Is stress making you feel tense, or on-edge?

Stress can feel like it’s taking over when we feel stretched beyond what is (or feels) natural to us, or what we can cope with. It is seen as a force coming from outside of us. ‘If only they hadn’t done that, or asked me to do that, I wouldn’t feel so stressed’. ‘If only that bill hadn’t come in this month’, ‘If only he hadn’t got angry with me, ‘If only the days were lighter, and the weather sunnier’.

In fact, stress comes from how our body responds to what is happening around us and to us.

 

There are 2 aspects to any situation that is causing stress:

  1. What is actually happening.
  2. Your reaction to what is happening.

Another bill dropping through your letterbox, a presentation to prepare, a new job to find, or the kids not wanting to go to bed, are all everyday kind of situations. What the key determinant to the degree of stress you experience is how you react to these situations. This is unique to you, and will be the deciding factor of your stress levels.

As an example, let’s say two people get made redundant. One may see this as an opportunity to do something new and to re-evaluate their life, while another might become overwhelmingly stressed because there are bills and mortgages to pay, healthcare costs, food to buy, college of university costs, and their list goes on. It is the same event … but two very different reactions.

If you have too many events where your reaction is that of feeling stressed, then this has consequences on your physical, psychological and emotional health. You may find that you begin to experience powerful emotions such as anger, frustration, fear, despair, hurt, sadness, hopelessness, or depression … all the possible effects of prolonged stress.

 

Catching the Early Signs

If you can catch the early signs that you are becoming stressed then you can make some changes, before your heart rate starts to run at a continually raised pace, your blood pressure gets stuck at dangerous levels and/or your immune system begins to break down.

Catching the signs early is also vital to your clarity of mind, as stress also makes it difficult for you to make clear decisions. It interferes with you having focus on the problems at hand, and finding solutions. You can see how easy it is to get trapped in the cycle, not feeling there is any way out!

 

What can you do about stress?

Step 1: Recognise your signs of stress. Get to know the signs that you are becoming stressed. Do you find you are smoking more, eating more or less, are unable to sleep, biting your nails, experiencing headaches, suffering the symptoms of IBS, getting angry … or something else?

Step 2: Acknowledge and accept your state. Notice and acknowledge (without judging yourself) that you are under stress. Remember it is a natural human experience to become stressed, and that it’s your body’s natural reaction.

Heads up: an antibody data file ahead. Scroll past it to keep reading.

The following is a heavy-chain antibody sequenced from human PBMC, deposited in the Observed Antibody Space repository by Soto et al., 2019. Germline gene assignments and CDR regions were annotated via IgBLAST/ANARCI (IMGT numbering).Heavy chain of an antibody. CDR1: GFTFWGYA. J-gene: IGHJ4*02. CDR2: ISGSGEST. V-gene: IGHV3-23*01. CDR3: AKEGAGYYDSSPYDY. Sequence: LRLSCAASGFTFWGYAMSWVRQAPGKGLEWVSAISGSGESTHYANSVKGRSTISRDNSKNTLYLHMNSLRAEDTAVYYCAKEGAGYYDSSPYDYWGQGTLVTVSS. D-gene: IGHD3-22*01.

Explore what’s happening in your body and what emotions you are feeling. Notice where they are in your body. Your emotions are your guide to what is really happening for you at a deeper level. Counselling can help you get in touch with and understand your emotions more. You will find that you become so much more resilient when you understand your emotions at a deeper level.

Step 3: Find your triggers. Record the things that are stressing you out. Are there common triggers such as feeling under pressure, or coming to the end of the month where the money is tight? Maybe being behind a dangerous driver, queuing, running out of milk or bread?

Is there anything practical you can do that would alleviate these situations? So if queuing stresses you out, can you go at a different time when the queue is likely to be smaller, or can you use the queue time to do something you feel is productive? Maybe there actually is a time to be stuck on your iPhone, oblivious of your surroundings!

 

Don’t forget your body!

Step 4: Get physical. Regularly stretch. Sound strange? What does your body have to do with stress!? Well, muscle tension plays a big part in our emotions and stress levels. Start with stretching out your jaw movements, stretch your arms out, or do some gentle leg raises. Move your eyes around the room to look at different things (near and far, up and down, side to side, and all the way around).

When we get stressed our attention narrows, so opening yourself up physically will open you up psychologically and emotionally. You will feel better a few moments after you start.

Take some long deep breaths regularly throughout the day. Breathe out for twice as long as you breathe in. This alters the concentration of carbon dioxide in your blood.

Step 5: Get it out. Talk! Freely talking and being heard releases tension. This isn’t about ‘fixing’ the things that are bothering you, it’s about being heard and having your feelings validated. This is why therapy really does help stress. You will be surprised how much better you can feel when talking things through. Also, stress reactions can come from a deeper place than we realise, possibly touching in us something from our past.

Talking can help you understand where these things are coming from, and once the connection is made, your reaction will naturally change without much effort at all.

Let us know how these steps help you in the comments below. We would love to know!

Tom.

Author: Dr Tom Barber

Dr Tom Barber is an experienced integrative and existential psychotherapist and counsellor, who has been helping people overcome personal challenges for the last 25 years. He is a bestselling author of 4 books, and spends his time between private clients, teaching and lecturing internationally, writing, and developing programmes to help people improve the quality of their life. His academic speciality is in the subject of emotion.

Originally posted 2017-03-31 16:28:43.